Sunday, February 8, 2015

Fort Richardson After Action Report

About as cool as anything there were the ladies in period dress.
I'll always have  soft spot in my heart for the old T-Patch.



Funny, there wan't a nickels worth of difference between the the Jeep I drove in the Army and the WWII version.

My dad was on a half track during WWII. This one seemed surprisingly nimble and quiet.


One of these guys day is about to get real bad.
  • So, I saw a dude get shot today (02/07/2015) anything interesting happen in your part of the world?
  • It happened during the WWII reenactment at Fort Richardson. The weird thing about that is it wasn't the first time it has happened. An old friend was a a reenactor during the late 80s and early 90s. During an engagement a guy got shot in the thigh. His unit bought him an original Wehrmacht Wound Badge to commemorate the event. 

    There was one Russian and one Japanese soldier there (that I saw anyway). No word on if they recreated the Russo Japanese War.

  • I thought about the possibility of a live fire incident in a, Wouldn't it be crazy...? kind of way before I left the house then dismissed it as soon as I recalled the aforementioned event. I assumed those guys would be shook down for live ammo and even guessed they might have to buy their blanks at the event.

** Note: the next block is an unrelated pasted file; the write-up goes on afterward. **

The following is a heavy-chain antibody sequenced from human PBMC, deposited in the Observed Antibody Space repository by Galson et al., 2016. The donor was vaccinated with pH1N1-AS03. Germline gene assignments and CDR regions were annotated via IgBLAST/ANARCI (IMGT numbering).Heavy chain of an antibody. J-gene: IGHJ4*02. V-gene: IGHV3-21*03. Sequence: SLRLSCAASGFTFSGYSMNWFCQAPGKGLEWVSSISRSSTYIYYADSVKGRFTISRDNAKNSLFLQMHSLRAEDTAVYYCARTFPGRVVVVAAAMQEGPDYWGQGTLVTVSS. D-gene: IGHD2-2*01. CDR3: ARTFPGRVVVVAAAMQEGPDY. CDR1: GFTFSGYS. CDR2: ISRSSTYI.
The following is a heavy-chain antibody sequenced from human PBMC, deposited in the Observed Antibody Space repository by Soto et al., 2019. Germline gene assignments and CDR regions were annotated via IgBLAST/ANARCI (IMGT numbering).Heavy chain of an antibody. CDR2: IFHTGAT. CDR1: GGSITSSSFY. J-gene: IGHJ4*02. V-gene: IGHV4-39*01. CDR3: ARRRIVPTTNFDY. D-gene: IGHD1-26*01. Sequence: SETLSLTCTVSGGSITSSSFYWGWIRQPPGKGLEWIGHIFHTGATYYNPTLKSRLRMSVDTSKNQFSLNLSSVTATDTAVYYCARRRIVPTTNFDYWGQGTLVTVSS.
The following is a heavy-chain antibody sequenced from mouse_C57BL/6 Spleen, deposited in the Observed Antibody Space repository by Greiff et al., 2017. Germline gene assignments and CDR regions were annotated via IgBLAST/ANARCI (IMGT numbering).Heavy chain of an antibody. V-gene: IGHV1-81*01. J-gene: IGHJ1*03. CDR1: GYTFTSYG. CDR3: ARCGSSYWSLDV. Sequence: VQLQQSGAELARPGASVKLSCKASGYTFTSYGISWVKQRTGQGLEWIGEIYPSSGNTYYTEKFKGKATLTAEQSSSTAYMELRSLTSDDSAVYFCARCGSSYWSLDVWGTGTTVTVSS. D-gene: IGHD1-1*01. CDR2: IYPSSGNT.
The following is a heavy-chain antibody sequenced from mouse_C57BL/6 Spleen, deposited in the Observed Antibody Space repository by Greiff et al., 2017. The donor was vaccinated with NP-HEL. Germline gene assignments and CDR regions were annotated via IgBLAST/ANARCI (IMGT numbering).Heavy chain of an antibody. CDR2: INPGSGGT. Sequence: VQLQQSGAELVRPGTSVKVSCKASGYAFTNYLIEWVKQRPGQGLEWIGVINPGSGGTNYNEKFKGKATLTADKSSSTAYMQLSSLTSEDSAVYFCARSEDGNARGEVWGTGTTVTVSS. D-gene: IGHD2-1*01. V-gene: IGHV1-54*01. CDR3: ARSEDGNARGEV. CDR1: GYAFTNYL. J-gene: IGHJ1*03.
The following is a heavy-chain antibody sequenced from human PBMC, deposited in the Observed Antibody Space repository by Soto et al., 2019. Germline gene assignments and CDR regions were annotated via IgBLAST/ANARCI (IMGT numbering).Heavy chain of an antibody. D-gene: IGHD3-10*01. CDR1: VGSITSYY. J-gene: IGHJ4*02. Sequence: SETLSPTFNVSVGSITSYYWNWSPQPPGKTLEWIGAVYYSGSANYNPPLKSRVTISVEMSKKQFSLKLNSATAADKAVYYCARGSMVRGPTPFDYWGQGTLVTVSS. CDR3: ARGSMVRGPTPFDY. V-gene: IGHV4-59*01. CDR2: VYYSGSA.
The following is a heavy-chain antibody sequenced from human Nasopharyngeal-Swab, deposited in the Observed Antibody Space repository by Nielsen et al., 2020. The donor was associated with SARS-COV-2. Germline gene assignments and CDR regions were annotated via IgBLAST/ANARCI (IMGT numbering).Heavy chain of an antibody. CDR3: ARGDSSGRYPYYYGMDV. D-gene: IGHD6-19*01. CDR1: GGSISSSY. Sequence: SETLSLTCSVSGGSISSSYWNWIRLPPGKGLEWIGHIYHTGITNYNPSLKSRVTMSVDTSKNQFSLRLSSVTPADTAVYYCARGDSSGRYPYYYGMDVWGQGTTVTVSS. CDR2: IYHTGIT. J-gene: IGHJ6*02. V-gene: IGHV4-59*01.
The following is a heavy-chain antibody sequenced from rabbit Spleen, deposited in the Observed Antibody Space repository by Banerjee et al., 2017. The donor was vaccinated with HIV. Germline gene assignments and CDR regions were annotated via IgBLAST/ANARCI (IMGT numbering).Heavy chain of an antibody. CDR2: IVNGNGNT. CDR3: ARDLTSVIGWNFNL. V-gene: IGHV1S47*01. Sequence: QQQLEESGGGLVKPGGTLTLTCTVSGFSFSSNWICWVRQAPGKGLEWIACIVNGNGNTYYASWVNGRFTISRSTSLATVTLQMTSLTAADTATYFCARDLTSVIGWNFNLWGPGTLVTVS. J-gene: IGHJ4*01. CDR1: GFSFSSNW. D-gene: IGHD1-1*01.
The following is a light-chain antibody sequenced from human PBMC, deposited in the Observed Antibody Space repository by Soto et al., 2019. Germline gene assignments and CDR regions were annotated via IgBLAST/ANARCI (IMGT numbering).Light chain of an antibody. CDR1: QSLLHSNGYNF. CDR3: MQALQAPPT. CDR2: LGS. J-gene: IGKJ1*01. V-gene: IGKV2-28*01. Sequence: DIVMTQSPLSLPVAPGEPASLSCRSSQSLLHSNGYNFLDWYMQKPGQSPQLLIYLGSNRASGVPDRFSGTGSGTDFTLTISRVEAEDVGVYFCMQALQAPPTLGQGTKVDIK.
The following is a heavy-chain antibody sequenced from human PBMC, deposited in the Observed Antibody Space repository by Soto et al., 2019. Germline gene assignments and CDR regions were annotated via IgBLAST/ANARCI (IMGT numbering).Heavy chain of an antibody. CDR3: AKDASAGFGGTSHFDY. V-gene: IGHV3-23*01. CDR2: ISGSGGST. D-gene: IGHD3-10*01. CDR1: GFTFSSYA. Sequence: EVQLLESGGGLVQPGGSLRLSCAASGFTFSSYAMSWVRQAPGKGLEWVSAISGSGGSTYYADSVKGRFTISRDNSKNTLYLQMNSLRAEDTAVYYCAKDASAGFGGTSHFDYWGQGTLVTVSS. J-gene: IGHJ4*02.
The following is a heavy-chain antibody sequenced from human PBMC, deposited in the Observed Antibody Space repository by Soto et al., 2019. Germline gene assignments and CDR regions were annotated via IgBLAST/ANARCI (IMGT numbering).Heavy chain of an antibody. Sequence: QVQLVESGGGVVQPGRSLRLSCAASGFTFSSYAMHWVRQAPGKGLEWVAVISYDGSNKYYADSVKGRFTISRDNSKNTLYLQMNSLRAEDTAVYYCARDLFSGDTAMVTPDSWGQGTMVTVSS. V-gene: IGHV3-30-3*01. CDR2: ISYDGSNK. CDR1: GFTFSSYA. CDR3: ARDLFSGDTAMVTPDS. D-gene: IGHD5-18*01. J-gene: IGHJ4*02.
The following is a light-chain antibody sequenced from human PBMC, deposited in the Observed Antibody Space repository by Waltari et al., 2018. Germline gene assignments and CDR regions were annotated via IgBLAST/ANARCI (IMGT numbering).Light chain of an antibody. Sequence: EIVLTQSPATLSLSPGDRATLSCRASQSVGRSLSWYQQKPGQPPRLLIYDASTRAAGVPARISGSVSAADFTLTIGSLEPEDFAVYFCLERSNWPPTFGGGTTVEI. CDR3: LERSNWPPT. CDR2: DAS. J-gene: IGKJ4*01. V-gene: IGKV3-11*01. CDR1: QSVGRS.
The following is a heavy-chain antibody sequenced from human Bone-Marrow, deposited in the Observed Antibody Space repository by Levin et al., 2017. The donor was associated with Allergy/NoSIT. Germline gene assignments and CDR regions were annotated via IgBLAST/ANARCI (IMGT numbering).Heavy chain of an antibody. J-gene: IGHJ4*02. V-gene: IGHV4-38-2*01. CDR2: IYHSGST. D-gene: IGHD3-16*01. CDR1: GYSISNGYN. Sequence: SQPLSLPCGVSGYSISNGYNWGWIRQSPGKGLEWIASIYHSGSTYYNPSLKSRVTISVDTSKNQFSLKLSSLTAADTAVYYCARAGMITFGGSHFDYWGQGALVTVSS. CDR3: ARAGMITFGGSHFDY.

• When the guy got hit a woman stepped out of the crowd and used the military hand gesture for cease fire.

    I don't know if it was part of the play but this smoke grenade was thrown after the shot.


  • The guy playing the German officer was directly in the the line of fire but when he perceived what was happening he turned and walked to the source of the fire calling for a ceasefire. That was really brave.
    This is him after the fact.
  • There were at least 2 live rounds fired and I could be convinced there were 3. I saw one impact the ground in front and slightly to my left, then when I was turning right to identify the source I heard another live round pass from my right to left. When I turned left to see where it may have impacted I think I heard a third coming from right to left again but it may have been an effect caused by sound bouncing off the guardhouse from 2 or 3 blanks which were fired basically simultaneously.